Giant coal cranes to be decommissioned at Asnaes Power Station

The big, yellow coal cranes at Asnæs Power Station's port will be decommissioned and removed due to declining coal consumption and increasing energy production from renewable energy sources.

Since 1984, the two large coal cranes have unloaded millions of tonnes of coal at Asnæs Power Station. Those days are over. The work on decommissioning the coal cranes will begin in the last week of October. To an increasing extent, Denmark's energy demand is being met by renewable energy sources, such as wind power, solar energy and biofuels, eliminating the need for the two large coal cranes at Asnæs Power Station.

"In future, the coal-fired power station units at the power station will be either out of operation or in reduced operation, and we've therefore decided to remove the coal cranes," says Niels Christian Kjær, Regional Manager in DONG Energy.

Greatly reduced coal consumption

The two coal cranes are both 60 metres tall, and each is capable of lifting 32 tonnes of coal at a time. Capacity like that is no longer needed. As a consequence, Asnæs Power Station got a mobile crane and a new transport system as a replacement for the two coal cranes in December 2015. The new mobile crane and the new transport system are better suited to the present needs where operations are primarily handled by unit 2.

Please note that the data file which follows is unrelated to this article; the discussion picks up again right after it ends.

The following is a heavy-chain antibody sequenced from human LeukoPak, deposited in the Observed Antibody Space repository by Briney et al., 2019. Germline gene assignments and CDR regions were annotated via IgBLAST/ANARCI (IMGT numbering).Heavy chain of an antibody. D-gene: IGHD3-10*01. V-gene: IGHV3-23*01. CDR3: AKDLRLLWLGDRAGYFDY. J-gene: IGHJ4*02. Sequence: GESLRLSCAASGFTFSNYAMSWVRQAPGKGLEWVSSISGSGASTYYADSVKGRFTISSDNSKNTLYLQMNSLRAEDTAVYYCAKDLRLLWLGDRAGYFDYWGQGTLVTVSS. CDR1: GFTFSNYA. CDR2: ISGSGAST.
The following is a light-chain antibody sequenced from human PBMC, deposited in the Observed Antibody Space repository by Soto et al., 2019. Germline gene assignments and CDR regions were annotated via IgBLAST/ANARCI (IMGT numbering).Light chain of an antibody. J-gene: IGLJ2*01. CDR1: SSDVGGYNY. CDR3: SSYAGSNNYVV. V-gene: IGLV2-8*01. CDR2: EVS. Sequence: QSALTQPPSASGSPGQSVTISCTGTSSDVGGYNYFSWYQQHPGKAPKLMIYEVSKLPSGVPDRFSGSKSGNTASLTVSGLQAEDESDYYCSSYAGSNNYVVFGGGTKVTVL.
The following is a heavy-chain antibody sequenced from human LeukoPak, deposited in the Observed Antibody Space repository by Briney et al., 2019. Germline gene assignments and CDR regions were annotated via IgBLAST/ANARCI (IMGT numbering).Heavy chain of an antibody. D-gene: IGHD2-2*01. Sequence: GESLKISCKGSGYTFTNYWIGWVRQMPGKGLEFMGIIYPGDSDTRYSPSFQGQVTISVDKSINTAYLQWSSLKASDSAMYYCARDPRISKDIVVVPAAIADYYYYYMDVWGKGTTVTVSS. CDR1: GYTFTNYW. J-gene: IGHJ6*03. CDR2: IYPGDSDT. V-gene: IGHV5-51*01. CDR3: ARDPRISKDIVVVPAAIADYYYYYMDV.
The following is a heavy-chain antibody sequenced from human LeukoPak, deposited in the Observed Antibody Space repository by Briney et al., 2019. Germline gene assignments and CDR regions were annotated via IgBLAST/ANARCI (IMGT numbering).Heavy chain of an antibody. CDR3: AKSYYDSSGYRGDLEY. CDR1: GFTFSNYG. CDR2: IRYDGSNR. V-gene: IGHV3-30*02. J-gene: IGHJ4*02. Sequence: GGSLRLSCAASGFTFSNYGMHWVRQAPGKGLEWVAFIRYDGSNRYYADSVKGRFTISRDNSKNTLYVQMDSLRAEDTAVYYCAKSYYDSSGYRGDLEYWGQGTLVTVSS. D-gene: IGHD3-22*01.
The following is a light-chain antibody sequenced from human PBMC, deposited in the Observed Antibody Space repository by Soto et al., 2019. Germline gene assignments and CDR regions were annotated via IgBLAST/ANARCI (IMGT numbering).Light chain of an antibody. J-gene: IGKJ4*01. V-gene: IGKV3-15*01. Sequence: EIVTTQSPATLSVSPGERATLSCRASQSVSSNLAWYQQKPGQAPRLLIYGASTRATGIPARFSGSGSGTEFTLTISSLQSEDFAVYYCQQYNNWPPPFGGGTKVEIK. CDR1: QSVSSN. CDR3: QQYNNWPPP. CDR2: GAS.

The two coal cranes were designed to service five power station units, but due to the declining coal consumption at Asnæs Power Station, a smaller and more flexible system is a better solution.

"The removal of the coal cranes is part of adapting Asnæs Power Station to the future market. Apart from the greatly reduced coal consumption, the cranes also require maintenance, which is yet another good reason for removing them at this point in time," explains Niels Christian Kjær.

Sustainable treatment of the materials

Naturally, the decommissioning of the coal cranes also means that a great deal of the materials can no longer be used. However, the materials used to make the cranes will not go to waste. All materials will be separated at source and recycled.

"It's important that the cranes are dismantled properly and safely, and that the materials used are treated in a sustainable manner. All materials will be sorted and recycled – from cables to electronics – and everything will all be handled in cooperation with a certified partner," says Niels Christian Kjær.

A floating crane will decommission the cranes and place them on land at Asnæs Power Station's coal yard, and then they will be separated by an excavator fitted with metal-cutting shears. This work is expected to take two weeks.

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Ørsted Media Relations 

Carsten Birkeland Kjær
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